Hundreds of protesters marched from the Capitol to the governor's mansion on Sunday, calling on the state's leadership to repeal House Bill 1523. Photo by Imani Khayyam.
Hundreds of protesters marched from the Capitol to the governor’s mansion on Sunday, calling on the state’s leadership to repeal House Bill 1523. Photo by Imani Khayyam for Jackson Free Press.

I come from a long line of North Carolinians, and I’ve lived most of my life below the Mason-Dixon line. I’d rather sweat through a thousand summers than endure one week of winter. Even so, I’ve long been guilty of downplaying my Southern roots. My voice carries little trace of a Southern accent. I’ve always called a cola a “soda.” “Y’all” wasn’t in my working vocabulary.

Oxford, Mississippi drew me deeper South—and deeper into the comforts and complexities of Southern identity. I’ve since embraced “y’all” because to avoid that contraction creates a conversational distance I find uncomfortable and counterproductive. I’ve soaked up hill country blues and submerged myself in local literature. I’ve spent a little time exploring Southern foodways.

But like many who move here, I’ve held Mississippi at arm’s length, even while I’ve consumed its culture with gusto. I’ve engaged in this place tepidly, knowing I could leave whenever I wanted. I never bought the cow because I could get the milk for free.

Last month, that changed. The day Gov. Phil Bryant signed HB 1523 was the day I bought into Mississippi.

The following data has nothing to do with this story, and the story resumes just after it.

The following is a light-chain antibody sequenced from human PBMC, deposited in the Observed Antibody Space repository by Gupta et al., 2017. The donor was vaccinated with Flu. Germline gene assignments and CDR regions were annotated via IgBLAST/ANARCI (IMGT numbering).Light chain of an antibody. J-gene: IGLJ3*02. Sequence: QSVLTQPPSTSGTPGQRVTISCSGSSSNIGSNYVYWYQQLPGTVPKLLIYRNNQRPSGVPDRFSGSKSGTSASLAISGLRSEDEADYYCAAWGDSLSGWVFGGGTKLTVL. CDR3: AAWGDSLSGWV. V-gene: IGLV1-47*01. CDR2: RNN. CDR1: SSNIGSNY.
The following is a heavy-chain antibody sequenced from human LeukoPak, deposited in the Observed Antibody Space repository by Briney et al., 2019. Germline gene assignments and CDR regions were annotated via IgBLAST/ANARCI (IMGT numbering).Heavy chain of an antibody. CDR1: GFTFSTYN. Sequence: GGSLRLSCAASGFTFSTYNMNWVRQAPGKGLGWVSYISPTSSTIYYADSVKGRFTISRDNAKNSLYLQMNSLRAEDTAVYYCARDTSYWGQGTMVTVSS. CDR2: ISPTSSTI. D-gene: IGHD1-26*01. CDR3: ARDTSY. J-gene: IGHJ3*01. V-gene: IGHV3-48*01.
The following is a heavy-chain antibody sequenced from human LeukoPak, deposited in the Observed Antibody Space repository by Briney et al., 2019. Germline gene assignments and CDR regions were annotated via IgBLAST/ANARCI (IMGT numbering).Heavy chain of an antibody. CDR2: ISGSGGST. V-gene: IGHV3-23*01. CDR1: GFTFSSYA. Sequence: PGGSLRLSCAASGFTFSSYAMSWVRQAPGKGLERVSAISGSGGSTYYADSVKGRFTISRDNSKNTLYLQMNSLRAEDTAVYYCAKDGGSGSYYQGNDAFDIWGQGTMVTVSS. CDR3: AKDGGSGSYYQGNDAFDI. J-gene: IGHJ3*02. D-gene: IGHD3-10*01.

Before I could proclaim “No Hate in My State,” I had to own my state. My state is no longer North Carolina, where my parents are from, and where residents suffer parallel pain in the wake of HB 2. It isn’t Georgia, where my children were born, and where threats of corporate backlash pressured Gov. Nathan Deal to veto HB 757.

My state is Mississippi. My stance on HB 1523—as well as my notions about civil rights and gay marriage and public education and social justice—has been informed entirely by Southerners, and especially by Mississippians, many of whom I met through my connection to the Southern Foodways Alliance.

The Southern Foodways Alliance was born in Mississippi. It is our home, the place from which we draw strength and inspiration, the place to which we invite 500 members of the Cornbread Nation each October for our annual symposium.

In light of HB 1523, some thoughtful SFA members have recommended that we move the fall 2016 Symposium to another state. Others have suggested that, rather than stage our annual event here, we cancel the 2016 Symposium. We respect those suggestions and honor those voices. But we are hanging tough. Come October 13, SFA will fly the rainbow flag and welcome all to Oxford and the University of Mississippi.

In a lovely New Yorker piece this weekend, Ralph Eubanks summed up a mentality that plagues Mississippi politics:

“Rather than facing problems, most Mississippians who want to change things give up trying, or learn to sidestep the issue. “

In this environment of resignation, progress stagnates.

If we relocated or cancelled our annual symposium, we would be complicit in that stagnation. We would be telling ourselves and others that we don’t believe Mississippi can reach its welcome table potential. We would telegraph to those affected by such discriminatory legislation that we won’t stay and fight alongside them. That’s a message we’re not willing to send.

SFA World Headquarters is proudly and deeply rooted here. Our annual fall symposium is staying here. And we urge other progressive-minded Mississippians to stay here, too. Mississippi needs you.